The rather long title could have been longer if it were to encapsulate the full range of the subjectivity of this scribe. It should have been “The dilemma of being an upwardly mobile, English-speaking, Dalit Feminist and ideologue who is simultaneously a wannabe intellectual, a commodity fetishist and a person with ambivalent sexual orientation (I am deliberately choosing not to use the word ‘queer’ since I am not sure what it means) and who is working in Kolkata, West Bengal”.
Much as I sound so, this paper is not a narcissistic exercise in dissecting, identifying and cataloguing my subjectivities. Rather, my focus will be on the experience of working in a university and a city that boast of being the intellectual hotbed of the country. Of course, I will be talking as a student who has studied here for five years. I do not claim to speak for other Dalit students. Nor do I claim to represent the sum total of the experience of caste discrimination that is faced by other Dalit students. There might be Dalits who will deny facing any discrimination, there might be Dalits who have had to physically bear the burden of their caste in the university. I belong to neither camp. Rather this article is about my personal journey with my caste in the campus, how I have sought to negotiate it and the way I perceive it. Not only is the personal nature of the gaze very important here but also of the motive, since I am also writing, thinking and theorizing about caste for academic purpose.
It is not uncommon for Bengali Bhadroloks and Bhadromahilas to claim that caste does not exist in West Bengal. Why do we hear or read about caste riots or caste rapes? There are Brahmins who reject their threads, relish beef and do not mind sharing their hash, cigarette or beedi with a Scheduled Caste (not Dalit) friend or two. The radicals take have long addas at humble roadside tea stalls, binge on street food prepared by an SC (not Dalit) and occasionally sneer at an SC (not Dalit) colleague who hesitates to sit on the dusty pavement for fear of dirtying the first Peter England trousers of his life and castigate him for being a snob.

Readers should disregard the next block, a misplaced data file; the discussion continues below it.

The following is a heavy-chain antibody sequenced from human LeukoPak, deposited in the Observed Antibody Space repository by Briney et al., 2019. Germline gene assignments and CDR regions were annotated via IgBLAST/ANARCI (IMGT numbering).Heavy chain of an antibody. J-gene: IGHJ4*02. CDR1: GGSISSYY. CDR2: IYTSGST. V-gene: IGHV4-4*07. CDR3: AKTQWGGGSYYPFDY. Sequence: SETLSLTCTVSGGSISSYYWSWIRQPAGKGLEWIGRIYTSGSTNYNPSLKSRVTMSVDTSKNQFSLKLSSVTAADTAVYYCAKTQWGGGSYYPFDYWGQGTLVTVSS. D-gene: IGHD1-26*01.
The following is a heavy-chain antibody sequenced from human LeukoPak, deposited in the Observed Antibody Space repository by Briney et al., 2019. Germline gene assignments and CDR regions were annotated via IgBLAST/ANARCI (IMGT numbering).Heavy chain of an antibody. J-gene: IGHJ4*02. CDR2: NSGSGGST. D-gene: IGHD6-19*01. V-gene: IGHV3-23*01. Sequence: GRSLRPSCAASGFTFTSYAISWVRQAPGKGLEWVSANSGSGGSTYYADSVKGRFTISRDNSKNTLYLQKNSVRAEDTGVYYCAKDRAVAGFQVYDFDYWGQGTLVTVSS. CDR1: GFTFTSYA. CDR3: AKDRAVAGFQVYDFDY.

If one desires to know the real radical that rests and occasionally bursts out in flames in every Bhadrolok and Bhadromahila’s heart one must take into account what goes on in the addas. The addas are a gateway to the heart, mind and, not to forget, the stomach of Bengalis. One confronts the romantic, the intellectual and the splenetic or the bilious side of the Bengali Bhadrosamaj in its most unabashed nakedness in the addas. These sessions may include a heated discussion on the revolution in Cuba, the expression of anathema at having a Punjabi (ie non-Bengali) as an editor of a reputed literary journal in English, or debates on the price of the newly purchased four-bedroom apartment and Mayawati’s lavish bungalow.
Being a Bengali Dalit who has been extremely fortunate/unfortunate to enjoy and observe the company of the Bhadrosamaj for a long time, I have also caught some of the quirks of their nature. Perhaps, you are thinking that I am simply beating about the bush by talking about Bhadrosamaj and addas, but it is in these sessions that I have encountered the most obscene forms of casteism. They have surfaced when classmates and professors make fun of people with non-brahmanical surnames and then smile at you in mock apology, when the academic failure of reserved-category (not Dalit) students is used to justify that reservation is an unmixed evil, when the lack of English-language skills among reserved-category (not Dalit) students is perceived as something that insults the intellect of the English-speaking teacher.
Caste reared its head when I ditched an upper-caste guy for his sexism and was told in turn that he let me go easily because I was three rungs below him in the caste ladder. It came from my Dalit friends who perceived my friendship with upper-caste students as betrayal. It invaded my mind and entered my bed when I was being caressed by a lover. The tenets of Manu that forbade Dalits from wearing gold and precious stones suddenly hit me when I was celebrating my first branded bag or reminiscing about my first experience of drinking a cup of hot chocolate at the age of 24 in spite of living in a metropolis for 10 years.
My recently acquired “commodity fetishism”, as some Marxists call it, has revealed that I am a hypocrite masquerading as a Dalit emancipator. If Scheduled Caste students’ stuttering in English allegedly mocked the intellect of our teachers, my relative proficiency in the language (however incomplete and insufficient it is) is now seen, by otherwise anglophile Bengali comrades, as something that is making me a class enemy.